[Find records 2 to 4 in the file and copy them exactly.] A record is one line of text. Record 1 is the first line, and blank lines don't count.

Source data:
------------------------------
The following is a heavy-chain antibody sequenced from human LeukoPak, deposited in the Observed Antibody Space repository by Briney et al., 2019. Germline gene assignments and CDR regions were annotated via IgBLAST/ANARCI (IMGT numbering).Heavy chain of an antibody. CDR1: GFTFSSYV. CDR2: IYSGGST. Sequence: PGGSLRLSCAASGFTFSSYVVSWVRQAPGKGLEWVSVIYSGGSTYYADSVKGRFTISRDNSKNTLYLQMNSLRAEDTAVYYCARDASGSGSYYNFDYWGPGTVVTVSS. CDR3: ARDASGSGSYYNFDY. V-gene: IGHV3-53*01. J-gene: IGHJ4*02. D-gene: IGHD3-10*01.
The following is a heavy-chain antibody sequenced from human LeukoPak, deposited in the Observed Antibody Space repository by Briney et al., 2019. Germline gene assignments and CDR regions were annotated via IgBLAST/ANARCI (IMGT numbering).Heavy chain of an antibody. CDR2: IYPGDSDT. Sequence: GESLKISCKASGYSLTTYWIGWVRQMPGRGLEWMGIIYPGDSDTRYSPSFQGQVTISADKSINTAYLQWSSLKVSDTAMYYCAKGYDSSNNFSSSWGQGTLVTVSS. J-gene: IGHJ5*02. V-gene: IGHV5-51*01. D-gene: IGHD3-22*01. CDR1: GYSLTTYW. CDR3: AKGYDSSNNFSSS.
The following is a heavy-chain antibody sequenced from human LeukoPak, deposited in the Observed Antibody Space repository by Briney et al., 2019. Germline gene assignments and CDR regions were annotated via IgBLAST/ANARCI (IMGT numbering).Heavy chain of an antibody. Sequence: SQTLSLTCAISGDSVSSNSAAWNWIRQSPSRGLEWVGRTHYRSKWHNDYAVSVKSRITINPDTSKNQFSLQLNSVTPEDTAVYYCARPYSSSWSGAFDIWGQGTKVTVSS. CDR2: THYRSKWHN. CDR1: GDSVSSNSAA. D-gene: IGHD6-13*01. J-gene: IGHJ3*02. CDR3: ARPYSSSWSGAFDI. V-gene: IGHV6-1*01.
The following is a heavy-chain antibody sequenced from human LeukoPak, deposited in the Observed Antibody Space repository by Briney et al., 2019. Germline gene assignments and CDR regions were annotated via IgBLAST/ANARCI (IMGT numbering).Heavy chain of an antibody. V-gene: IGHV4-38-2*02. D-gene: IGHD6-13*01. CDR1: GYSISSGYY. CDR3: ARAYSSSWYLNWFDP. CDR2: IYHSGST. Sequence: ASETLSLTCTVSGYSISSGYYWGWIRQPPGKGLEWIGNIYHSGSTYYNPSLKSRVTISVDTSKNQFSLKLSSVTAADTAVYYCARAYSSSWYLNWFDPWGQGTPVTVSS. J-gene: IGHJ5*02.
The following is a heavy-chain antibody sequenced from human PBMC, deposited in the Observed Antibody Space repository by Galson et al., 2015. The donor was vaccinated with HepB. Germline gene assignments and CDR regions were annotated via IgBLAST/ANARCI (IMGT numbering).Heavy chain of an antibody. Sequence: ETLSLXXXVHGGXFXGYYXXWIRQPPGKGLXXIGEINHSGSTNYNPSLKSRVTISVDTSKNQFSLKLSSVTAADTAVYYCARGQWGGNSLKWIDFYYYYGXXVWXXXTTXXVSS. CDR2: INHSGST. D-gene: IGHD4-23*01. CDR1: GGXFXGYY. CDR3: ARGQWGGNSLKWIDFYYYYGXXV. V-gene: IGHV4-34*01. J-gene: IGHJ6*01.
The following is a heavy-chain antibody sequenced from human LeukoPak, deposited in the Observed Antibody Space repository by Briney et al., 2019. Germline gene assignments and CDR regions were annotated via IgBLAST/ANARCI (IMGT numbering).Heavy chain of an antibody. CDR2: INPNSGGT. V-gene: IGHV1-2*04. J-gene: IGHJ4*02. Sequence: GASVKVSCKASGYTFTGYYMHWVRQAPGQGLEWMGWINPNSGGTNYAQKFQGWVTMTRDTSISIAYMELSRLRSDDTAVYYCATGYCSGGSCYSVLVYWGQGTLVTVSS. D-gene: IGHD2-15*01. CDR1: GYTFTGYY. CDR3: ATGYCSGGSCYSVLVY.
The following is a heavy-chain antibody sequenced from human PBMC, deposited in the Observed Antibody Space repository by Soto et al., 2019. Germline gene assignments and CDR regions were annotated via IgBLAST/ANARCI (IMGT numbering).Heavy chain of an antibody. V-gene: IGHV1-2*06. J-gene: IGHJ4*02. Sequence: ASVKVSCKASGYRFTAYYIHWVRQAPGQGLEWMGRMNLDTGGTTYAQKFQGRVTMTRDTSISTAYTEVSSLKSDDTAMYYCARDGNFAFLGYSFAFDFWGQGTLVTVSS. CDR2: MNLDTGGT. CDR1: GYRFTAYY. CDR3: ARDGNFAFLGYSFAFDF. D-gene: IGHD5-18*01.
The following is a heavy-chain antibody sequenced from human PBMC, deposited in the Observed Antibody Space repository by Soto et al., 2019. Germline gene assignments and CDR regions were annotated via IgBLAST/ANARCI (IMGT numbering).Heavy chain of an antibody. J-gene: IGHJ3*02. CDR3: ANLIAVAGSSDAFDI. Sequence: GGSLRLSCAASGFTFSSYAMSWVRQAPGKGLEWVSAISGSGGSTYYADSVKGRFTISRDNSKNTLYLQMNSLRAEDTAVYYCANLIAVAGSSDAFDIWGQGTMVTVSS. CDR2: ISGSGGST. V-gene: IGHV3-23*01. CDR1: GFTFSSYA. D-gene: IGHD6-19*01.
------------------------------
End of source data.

The following is a heavy-chain antibody sequenced from human LeukoPak, deposited in the Observed Antibody Space repository by Briney et al., 2019. Germline gene assignments and CDR regions were annotated via IgBLAST/ANARCI (IMGT numbering).Heavy chain of an antibody. CDR2: IYPGDSDT. Sequence: GESLKISCKASGYSLTTYWIGWVRQMPGRGLEWMGIIYPGDSDTRYSPSFQGQVTISADKSINTAYLQWSSLKVSDTAMYYCAKGYDSSNNFSSSWGQGTLVTVSS. J-gene: IGHJ5*02. V-gene: IGHV5-51*01. D-gene: IGHD3-22*01. CDR1: GYSLTTYW. CDR3: AKGYDSSNNFSSS.
The following is a heavy-chain antibody sequenced from human LeukoPak, deposited in the Observed Antibody Space repository by Briney et al., 2019. Germline gene assignments and CDR regions were annotated via IgBLAST/ANARCI (IMGT numbering).Heavy chain of an antibody. Sequence: SQTLSLTCAISGDSVSSNSAAWNWIRQSPSRGLEWVGRTHYRSKWHNDYAVSVKSRITINPDTSKNQFSLQLNSVTPEDTAVYYCARPYSSSWSGAFDIWGQGTKVTVSS. CDR2: THYRSKWHN. CDR1: GDSVSSNSAA. D-gene: IGHD6-13*01. J-gene: IGHJ3*02. CDR3: ARPYSSSWSGAFDI. V-gene: IGHV6-1*01.
The following is a heavy-chain antibody sequenced from human LeukoPak, deposited in the Observed Antibody Space repository by Briney et al., 2019. Germline gene assignments and CDR regions were annotated via IgBLAST/ANARCI (IMGT numbering).Heavy chain of an antibody. V-gene: IGHV4-38-2*02. D-gene: IGHD6-13*01. CDR1: GYSISSGYY. CDR3: ARAYSSSWYLNWFDP. CDR2: IYHSGST. Sequence: ASETLSLTCTVSGYSISSGYYWGWIRQPPGKGLEWIGNIYHSGSTYYNPSLKSRVTISVDTSKNQFSLKLSSVTAADTAVYYCARAYSSSWYLNWFDPWGQGTPVTVSS. J-gene: IGHJ5*02.